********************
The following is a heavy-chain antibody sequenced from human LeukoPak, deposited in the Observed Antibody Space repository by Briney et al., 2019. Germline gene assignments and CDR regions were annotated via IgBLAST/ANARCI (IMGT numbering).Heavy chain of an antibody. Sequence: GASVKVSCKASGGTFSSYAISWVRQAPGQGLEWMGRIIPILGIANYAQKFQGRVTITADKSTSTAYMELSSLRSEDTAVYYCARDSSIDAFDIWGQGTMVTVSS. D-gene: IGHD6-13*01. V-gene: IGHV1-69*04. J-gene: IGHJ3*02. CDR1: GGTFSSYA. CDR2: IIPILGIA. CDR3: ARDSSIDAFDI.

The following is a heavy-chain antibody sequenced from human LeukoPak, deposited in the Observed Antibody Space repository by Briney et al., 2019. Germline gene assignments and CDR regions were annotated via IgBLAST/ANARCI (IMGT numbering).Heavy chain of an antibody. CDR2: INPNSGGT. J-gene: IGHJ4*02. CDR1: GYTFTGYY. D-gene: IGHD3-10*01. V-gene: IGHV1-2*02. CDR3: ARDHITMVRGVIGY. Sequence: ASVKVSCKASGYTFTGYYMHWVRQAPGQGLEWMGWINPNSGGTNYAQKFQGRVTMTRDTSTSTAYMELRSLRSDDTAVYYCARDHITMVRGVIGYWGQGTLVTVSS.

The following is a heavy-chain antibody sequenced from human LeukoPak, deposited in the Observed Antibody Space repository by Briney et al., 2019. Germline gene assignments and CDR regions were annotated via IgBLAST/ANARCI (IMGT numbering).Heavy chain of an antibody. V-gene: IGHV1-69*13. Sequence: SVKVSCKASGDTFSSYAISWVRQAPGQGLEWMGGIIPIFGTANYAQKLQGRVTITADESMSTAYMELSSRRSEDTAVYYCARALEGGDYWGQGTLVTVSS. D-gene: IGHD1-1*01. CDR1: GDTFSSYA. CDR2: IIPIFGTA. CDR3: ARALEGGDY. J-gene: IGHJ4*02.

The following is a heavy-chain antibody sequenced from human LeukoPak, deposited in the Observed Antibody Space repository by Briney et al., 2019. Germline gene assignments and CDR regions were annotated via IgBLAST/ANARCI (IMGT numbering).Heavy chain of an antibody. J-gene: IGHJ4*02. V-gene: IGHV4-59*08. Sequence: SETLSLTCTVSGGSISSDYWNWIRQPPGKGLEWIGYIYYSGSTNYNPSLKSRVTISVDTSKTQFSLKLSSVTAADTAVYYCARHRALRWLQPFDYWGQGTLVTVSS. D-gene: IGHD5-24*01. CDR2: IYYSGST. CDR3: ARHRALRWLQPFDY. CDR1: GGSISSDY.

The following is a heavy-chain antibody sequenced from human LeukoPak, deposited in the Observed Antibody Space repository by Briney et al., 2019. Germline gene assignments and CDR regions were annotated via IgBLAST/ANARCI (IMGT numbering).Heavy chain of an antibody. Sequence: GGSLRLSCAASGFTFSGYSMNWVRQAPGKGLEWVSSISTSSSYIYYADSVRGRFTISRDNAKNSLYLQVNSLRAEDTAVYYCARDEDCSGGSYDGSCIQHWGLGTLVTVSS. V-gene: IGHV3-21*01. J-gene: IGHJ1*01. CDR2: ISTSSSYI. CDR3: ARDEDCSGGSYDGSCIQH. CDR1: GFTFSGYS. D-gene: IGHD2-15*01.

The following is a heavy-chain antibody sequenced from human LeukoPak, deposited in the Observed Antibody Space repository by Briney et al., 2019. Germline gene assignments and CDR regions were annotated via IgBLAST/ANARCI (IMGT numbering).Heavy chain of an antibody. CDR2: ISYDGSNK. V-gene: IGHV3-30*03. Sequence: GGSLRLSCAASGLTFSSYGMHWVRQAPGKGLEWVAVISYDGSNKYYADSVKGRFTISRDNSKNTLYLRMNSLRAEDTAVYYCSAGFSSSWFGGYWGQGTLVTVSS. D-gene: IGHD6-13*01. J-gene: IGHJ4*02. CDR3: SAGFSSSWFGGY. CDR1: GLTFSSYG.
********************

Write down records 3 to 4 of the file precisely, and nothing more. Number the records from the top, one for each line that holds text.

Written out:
The following is a heavy-chain antibody sequenced from human LeukoPak, deposited in the Observed Antibody Space repository by Briney et al., 2019. Germline gene assignments and CDR regions were annotated via IgBLAST/ANARCI (IMGT numbering).Heavy chain of an antibody. V-gene: IGHV1-69*13. Sequence: SVKVSCKASGDTFSSYAISWVRQAPGQGLEWMGGIIPIFGTANYAQKLQGRVTITADESMSTAYMELSSRRSEDTAVYYCARALEGGDYWGQGTLVTVSS. D-gene: IGHD1-1*01. CDR1: GDTFSSYA. CDR2: IIPIFGTA. CDR3: ARALEGGDY. J-gene: IGHJ4*02.

The following is a heavy-chain antibody sequenced from human LeukoPak, deposited in the Observed Antibody Space repository by Briney et al., 2019. Germline gene assignments and CDR regions were annotated via IgBLAST/ANARCI (IMGT numbering).Heavy chain of an antibody. J-gene: IGHJ4*02. V-gene: IGHV4-59*08. Sequence: SETLSLTCTVSGGSISSDYWNWIRQPPGKGLEWIGYIYYSGSTNYNPSLKSRVTISVDTSKTQFSLKLSSVTAADTAVYYCARHRALRWLQPFDYWGQGTLVTVSS. D-gene: IGHD5-24*01. CDR2: IYYSGST. CDR3: ARHRALRWLQPFDY. CDR1: GGSISSDY.